The fintech sector has long cultivated a reputation of producing nimble, aggressive companies on a shared mission to disrupt the financial services industry. They’re the ones using cutting-edge technologies like A.I., machine learning, and the blockchain to lure businesses and consumers away from the Big Banks and seize market share. But the atmosphere at this year’s Money20/20 USA was decidedly less competitive and more cooperative — a détente born out of economic necessity, particularly for startups and early-stage fintechs.
“There has definitely been a market contraction in 2022, whereas last year FinTech had an incredible boom,” said Dan Van Dyke, Vice President, Content (Head of Financial Services) at Insider Intelligence. “The multibillion-dollar VC bubble has burst.”
According to CB Insights’ State of Fintech Q3’22 Report, fintech funding fell 64% year-over-year (YoY), with $12.9B raised across 1,160 deals in Q3’22. It’s the sector’s weakest quarter since Q4’20 — a 38 percent decline quarter-over-quarter (QoQ) as the economy continues moving toward a recession and investors deploy less capital. CB Insights also reports the average deal size this year is down 38% from 2021.
When we asked Van Dyke whether he, too, felt a warming of relations between former adversaries during Money20/20, he couldn’t help laughing while touching the lapel of his navy blue suit jacket.
“I’m wearing a suit, but if you look around, you see a lot of people wearing jeans, a visual reflection of the fact that the lines between the two sectors are blurring,” he said. “The bankers are dressing like the fintechs and the fintechs, to a certain extent, are dressing like bankers. It’s representative of how the fintech sector is maturing.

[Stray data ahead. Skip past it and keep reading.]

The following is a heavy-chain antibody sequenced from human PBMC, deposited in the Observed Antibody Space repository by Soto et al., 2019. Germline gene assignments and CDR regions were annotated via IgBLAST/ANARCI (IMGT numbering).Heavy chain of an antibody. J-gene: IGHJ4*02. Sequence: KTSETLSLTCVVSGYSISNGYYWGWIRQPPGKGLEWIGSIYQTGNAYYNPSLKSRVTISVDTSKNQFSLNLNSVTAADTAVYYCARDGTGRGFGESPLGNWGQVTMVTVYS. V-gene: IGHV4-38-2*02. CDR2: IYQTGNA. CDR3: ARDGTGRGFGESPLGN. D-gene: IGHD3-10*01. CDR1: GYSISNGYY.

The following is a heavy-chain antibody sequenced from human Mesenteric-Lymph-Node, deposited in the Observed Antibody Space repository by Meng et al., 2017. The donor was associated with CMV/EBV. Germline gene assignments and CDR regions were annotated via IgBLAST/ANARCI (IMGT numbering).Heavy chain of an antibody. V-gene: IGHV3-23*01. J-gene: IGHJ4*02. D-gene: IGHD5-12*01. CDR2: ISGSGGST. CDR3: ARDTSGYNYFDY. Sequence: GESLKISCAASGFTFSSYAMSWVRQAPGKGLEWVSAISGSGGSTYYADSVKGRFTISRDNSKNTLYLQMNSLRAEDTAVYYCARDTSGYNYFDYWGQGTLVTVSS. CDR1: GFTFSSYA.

“Broadly speaking, I think it is a good thing that we’re seeing more partnerships and less direct competition. That will accelerate our progress in critical areas like advancing financial inclusion.”
Fintech companies may need to partner with the Big Banks to grow their businesses as venture capitalists tighten their purse strings. But it’s not a one-way street. Even the largest multinational financial services companies benefit from partnering with fintech. They gain the ability to quickly launch new products and services that meet the wants and needs of their business and consumer customers without having to develop them in-house. One example is Earned Wage Access (EWA), a technology that commanded the Money20/20 spotlight.
EWA products give people access to their already-earned wages in between paychecks. One of the most common scenarios EWA developers described at Money20/20 was the consumer tapping into their earned wages to avoid incurring overdraft fees or interest for missing a bill in between pay periods. They gain that flexibility without suffering predatory lenders’ high fees or disrupting their employers’ payroll systems.
Companies implement EWA solutions to offer EWA as an employee benefit, but that’s not the only model. Atomic isn’t trying to take banks out of the EWA equation. Just the opposite, in fact. It has tailored its solution to enable financial institutions to offer competitive EWA options and boost customer loyalty and grow direct deposit acquisition.
“We give financial institutions the huge opportunity to provide an EWA solution to their customers when they need it most, rather than charging a fee for an overdraft or charging an account fee for services they don’t render,” said Lindsay Davis, Head of Markets at Atomic, a company CB Insights included on its 2022 Fintech 250 ranking.